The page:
This was a case where the largest US automaker - General Motors - posted a clear ''second-place'' finish after reaching tentative agreement on a new jobs and wages pact with the United Automobile Workers union. Ford, after all, had concluded a similar contract last month. The GM agreement, however, assuming that it is ratified by the firm's huge rank-and-file work force, certainly underscores the impact on American industry of tough overseas competition, slumping sales, and recession. So, together with the Ford agreement, it represents a genuine turning point for both US industry and organized labor. It will not go unnoticed by other US manufacturing industries.
As in the case of the Ford agreement, the key to the GM pact is a tradeoff: increased job security in exchange for a freeze on wages for the life of the contract (through September 1984); elimination of nine paid holidays; and a temporary giving up of cost-of-living increases. Such terms represent a remarkable shift from just a few years back, when the well-organized auto workers not only sought annual cost-of-living hikes but had continuous pay increases built into their contracts.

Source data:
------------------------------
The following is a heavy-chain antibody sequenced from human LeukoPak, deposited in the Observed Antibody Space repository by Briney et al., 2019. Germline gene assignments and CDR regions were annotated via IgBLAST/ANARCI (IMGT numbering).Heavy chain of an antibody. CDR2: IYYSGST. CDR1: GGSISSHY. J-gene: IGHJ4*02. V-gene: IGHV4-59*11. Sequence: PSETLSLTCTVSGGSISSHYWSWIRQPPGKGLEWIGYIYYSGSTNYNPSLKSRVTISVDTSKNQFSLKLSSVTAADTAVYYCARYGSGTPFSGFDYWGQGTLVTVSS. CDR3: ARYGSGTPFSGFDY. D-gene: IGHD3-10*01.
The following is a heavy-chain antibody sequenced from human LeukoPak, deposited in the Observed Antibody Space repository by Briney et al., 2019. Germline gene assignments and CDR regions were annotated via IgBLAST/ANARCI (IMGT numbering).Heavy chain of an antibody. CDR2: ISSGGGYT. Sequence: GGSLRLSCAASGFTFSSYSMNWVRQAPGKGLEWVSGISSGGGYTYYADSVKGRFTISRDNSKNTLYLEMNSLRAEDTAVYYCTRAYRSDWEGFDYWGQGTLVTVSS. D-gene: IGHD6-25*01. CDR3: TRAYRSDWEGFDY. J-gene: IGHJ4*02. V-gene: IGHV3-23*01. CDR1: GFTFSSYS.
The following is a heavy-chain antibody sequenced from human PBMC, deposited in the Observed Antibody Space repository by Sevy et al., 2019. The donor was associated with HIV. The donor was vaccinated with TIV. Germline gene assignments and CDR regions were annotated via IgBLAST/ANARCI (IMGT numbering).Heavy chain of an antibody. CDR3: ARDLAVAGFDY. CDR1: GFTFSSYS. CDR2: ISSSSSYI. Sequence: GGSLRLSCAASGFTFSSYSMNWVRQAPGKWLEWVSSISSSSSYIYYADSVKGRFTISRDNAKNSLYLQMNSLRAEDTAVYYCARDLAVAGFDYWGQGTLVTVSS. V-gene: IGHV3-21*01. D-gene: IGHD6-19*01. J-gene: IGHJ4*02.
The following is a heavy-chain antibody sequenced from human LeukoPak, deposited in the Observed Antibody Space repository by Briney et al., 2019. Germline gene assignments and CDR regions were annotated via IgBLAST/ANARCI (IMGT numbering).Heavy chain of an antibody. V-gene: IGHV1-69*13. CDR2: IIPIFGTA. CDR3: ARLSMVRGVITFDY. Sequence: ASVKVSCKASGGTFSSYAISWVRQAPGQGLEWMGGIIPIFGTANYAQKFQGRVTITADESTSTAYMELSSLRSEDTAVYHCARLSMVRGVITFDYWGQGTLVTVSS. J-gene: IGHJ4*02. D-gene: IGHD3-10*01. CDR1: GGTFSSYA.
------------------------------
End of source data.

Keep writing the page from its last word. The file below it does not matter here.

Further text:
As we have noted before, the movement away from confrontation and toward cooperation within the troubled auto industry is overdue and should help the longer-range rejuvenation needed by Detroit. The GM pact does have some worrisome elements, such as keeping open plants that management only recently said should be closed and consolidated as part of a logical retrenchment process , and imposing sharp restrictions on ''outsourcing'' -- i.e., going to non-GM contractors both in the US and abroad for some supplies or work. The result of the latter cutback will merely be to shift unemployment elsewhere in the economy.
In all though, GM and the auto workers have concluded a responsible and historic agreement. The task now will be to translate those mutual concessions into greater productivity -- and car products that are affordable and of proven quality.